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School of Allied Health
Faculty and students were honored at end-of-the-year graduation and recognition ceremonies. Read more.
School of Medicine
K-INBRE has been awarded $18.5 million for biomedical research from the National Institutes of Health. Joan Hunt, PhD, university distinguished professor and director of K-INBRE, is an alum of KUMC. Read more.
School of Nursing
KU nursing student, Kelly Scott, is one of two students nationally to win an American Red Cross scholarship. Read more.
KU Medical Center
FROM THE EXECUTIVE VICE CHANCELLOR
New Leadership at KU
KU will witness historic changes this year as we prepare for transitions in our leadership.
H. David Wilson, MD, will take over as dean of the School of Medicine-Wichita on July 1, and Bernadette Gray-Little, PhD, will become the chancellor of the University starting Aug. 15. I will be serving as interim chancellor of KU from July 1 - Aug. 15.
Dr. Gray-Little comes to KU from the University of North Carolina-Chapel Hill, where she served as vice chancellor and provost. She makes history by becoming the first woman and first African American to lead our university.
Dr. Wilson has served as dean and professor of pediatrics at the University of North Dakota School of Medicine and Health Sciences since 1995 and was appointed vice president for Health Affairs for the university in 2001.
When he starts in July, Dr. Wilson will have many tasks before him. He will focus on strengthening our graduate medical education training program and further enhancing our undergraduate medical education; building a more robust research infrastructure in Wichita; increasing the school’s profile and stature in the community and the state and preparing for the KU School of Pharmacy expansion at our Wichita campus.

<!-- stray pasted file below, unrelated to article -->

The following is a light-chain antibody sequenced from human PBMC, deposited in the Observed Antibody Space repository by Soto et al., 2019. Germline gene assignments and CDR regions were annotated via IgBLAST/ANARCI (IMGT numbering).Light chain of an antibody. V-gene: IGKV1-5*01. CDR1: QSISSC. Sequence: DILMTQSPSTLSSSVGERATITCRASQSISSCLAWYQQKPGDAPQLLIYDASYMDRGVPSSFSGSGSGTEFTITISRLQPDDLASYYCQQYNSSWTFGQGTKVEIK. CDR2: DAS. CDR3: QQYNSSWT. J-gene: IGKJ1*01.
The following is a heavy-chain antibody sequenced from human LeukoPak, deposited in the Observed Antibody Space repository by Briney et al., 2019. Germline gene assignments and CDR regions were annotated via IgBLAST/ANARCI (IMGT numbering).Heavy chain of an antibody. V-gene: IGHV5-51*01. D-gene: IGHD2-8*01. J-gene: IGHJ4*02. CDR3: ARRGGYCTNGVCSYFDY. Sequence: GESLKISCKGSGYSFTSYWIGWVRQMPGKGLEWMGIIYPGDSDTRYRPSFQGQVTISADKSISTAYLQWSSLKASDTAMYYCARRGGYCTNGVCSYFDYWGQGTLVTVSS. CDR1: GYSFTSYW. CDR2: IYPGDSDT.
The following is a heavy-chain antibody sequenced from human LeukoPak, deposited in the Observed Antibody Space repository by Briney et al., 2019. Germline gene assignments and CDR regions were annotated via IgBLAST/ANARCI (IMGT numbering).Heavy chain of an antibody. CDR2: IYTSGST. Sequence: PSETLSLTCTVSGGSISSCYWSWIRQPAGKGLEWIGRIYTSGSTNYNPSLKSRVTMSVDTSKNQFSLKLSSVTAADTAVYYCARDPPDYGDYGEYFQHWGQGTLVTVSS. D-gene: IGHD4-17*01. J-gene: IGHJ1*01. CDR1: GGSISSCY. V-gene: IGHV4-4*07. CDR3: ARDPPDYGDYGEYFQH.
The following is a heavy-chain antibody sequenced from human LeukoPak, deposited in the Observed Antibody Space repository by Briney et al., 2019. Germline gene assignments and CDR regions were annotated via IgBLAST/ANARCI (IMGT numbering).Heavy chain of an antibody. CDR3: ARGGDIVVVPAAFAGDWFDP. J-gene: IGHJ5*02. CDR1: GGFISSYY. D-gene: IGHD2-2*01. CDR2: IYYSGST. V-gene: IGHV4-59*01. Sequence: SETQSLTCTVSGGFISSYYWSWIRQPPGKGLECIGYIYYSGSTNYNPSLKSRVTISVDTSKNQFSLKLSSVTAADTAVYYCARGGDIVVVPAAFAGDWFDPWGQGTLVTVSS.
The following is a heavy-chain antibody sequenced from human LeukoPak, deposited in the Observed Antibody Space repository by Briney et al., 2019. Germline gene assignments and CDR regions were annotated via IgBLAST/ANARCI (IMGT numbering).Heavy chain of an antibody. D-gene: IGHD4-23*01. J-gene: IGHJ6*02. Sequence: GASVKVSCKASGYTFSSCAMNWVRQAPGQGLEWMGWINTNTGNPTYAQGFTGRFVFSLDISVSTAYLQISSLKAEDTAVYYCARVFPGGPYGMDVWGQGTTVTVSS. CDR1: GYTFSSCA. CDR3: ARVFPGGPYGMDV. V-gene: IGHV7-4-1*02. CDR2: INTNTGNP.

Both leaders will bring valuable expertise as we all work together to meet the Medical Center’s goals.
Alumni participate in Grayhawk volunteer program
Hafia Gregory, research assistant with the Grayhawk Lab, works with Elizabeth Scott, a '69 School of Social Work alumna, on a research study that Gregory is working on.
Volunteers are a vital part of how KU Medical Center operates. Through our Grayhawk program at the Landon Center on Aging, older KUMC alumni participate in studies to help researchers study aging. You can read more about the Grayhawk program here.
Researchers granted $1.27 million to study tinnitus
Researchers at the University of Kansas Medical Center have received a $1.27 million grant from the Department of Defense (DOD) to study tinnitus, which is a ringing, buzzing, or whistling in the ear. The DOD is interested in the disease as a common problem for people who are exposed to excessive noise, especially military personnel. Read more.